Frontrunner - 25th February 2022

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WHEAT

  • Global supply chain impact of Russian-Ukrainian conflict

Russia's invasion of Ukraine this week triggered unparalleled price movements in commodity markets. US Chicago Board of Trade (CBOT) wheat futures posted gains of almost 20% on last Friday's close and, at their peak, were at their highest level since 2008. Fear, panic and speculative trade exaggerated futures price gains but the world's wheat importers have lost access to a primary supplier of wheat and corn as military action brought a halt to commercial shipping and Ukraine's ports shut down. Egypt's General Authority for Supply Commodities (GASC) held a tender to buy wheat on Thursday which highlighted the market chaos and uncertainty. There was only one offer from French exporters at a price including freight just below $450/t. Egypt has sourced most of its wheat this season from Russia and Ukraine and bought 180,000 tonnes last week from Romania at less than $340/t. Other major wheat importers tried to maintain some calm by assessing their stocks and supply chain options. Iraq has said it currently has sufficient strategic wheat supplies and Tunisia has said it has already secured the imports it needs until the 2022 harvest. Ukraine is thought to have shipped almost 18 million tonnes from its 24.5-million-tonne surplus this season, but it seems highly unlikely that the remaining balance will be accessible in the short term. Russian officials said their ports were operating normally but how sanctions might impact on the Russian wheat export programme remains unclear.

  • US wheat prospects worsen

US winter wheat crop ratings were updated this week and paint a sorry picture, although the United States Department of Agriculture (USDA) has an upbeat view on 2022 production prospects. In its outlook forum, the USDA said it sees the US wheat area up to 48 million acres from 46.7 million acres in 2021 and yield rising by over 10% to 49.1 bushels per acre. This would see production rising by eight million tonnes on 2021 to a total of 52.8 million tonnes. However, crop ratings suggest yield estimates are very optimistic. Kansas is down to only 26% rated 'good/excellent' from 30% at the end of January, Oklahoma is down from 16% at the end of January to just 9% of its crop now rated 'good/excellent', which compares to 48% last year. 52% of the Texas crop is seen as very poor and six points worse than it was at the end of January; last year, only 12% received this rating.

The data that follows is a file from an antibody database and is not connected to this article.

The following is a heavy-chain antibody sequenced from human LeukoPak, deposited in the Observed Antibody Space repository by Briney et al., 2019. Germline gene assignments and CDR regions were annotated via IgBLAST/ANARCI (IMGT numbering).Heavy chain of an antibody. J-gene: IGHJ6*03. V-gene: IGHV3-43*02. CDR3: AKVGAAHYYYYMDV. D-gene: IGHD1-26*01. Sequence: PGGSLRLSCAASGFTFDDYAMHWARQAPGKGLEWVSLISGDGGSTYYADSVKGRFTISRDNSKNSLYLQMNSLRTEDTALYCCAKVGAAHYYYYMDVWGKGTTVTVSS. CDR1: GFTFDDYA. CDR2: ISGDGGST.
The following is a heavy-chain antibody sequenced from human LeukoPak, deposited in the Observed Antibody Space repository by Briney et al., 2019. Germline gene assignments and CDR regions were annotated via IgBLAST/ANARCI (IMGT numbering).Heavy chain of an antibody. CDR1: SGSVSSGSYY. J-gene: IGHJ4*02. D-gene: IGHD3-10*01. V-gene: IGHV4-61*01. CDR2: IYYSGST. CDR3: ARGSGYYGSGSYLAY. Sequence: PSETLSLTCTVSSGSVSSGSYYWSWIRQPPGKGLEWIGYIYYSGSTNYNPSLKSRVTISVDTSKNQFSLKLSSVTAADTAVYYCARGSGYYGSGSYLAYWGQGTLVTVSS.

• French crop ratings slip

The French winter wheat crop has been in excellent condition since planting, in contrast to US crops. However, the French winter wheat crop rating has slipped two points this week to 93% rated 'good/excellent'. However, the EU crop monitor, Monitoring Agricultural ResourceS (commonly known as MARS), highlighted this week that not all of the EU was doing as well.

Persistent rain deficits in the Mediterranean regions, which have led to drought, are damaging wheat and barley crops. Southern Spain, Portugal, southeast France and northwest Italy are the worst affected and the forecast isn't encouraging, with conditions drier and warmer than average expected through to May. MARS also commented on how dry it has been for North Africa, with Morocco in particular having 64% less rainfall than average. This has been damaging for crops and subsequently there will be a need for higher imports to these regions.


BARLEY

  • Barley markets volatile

The Russian-Ukrainian conflict has been the dominant focus of the barley market this week, with Thursday morning seeing Russian troops moving into Ukraine. As a result, UK grain markets saw one of their most volatile days of trading in recent times with London wheat futures seeing a £15/t trading range on old and new crop. Barley markets experienced similar volatility with some farmers selling at the higher market levels but, ultimately, compounders sitting out of the market given the extreme volatility. Markets fell back from their highs in the afternoon and have moved lower again on Friday morning, although the volatility of these markets is unlikely to end in the short term with the situation in Eastern Europe incredibly unpredictable.

  • Rainfall delays spring drilling

Rainfall over the last two weeks has paused further early spring drilling with any field activity unlikely in the next 7-10 days. Winter crops remain in a good condition in the UK and Northern Europe as the Northern Hemisphere prepares to enter the spring.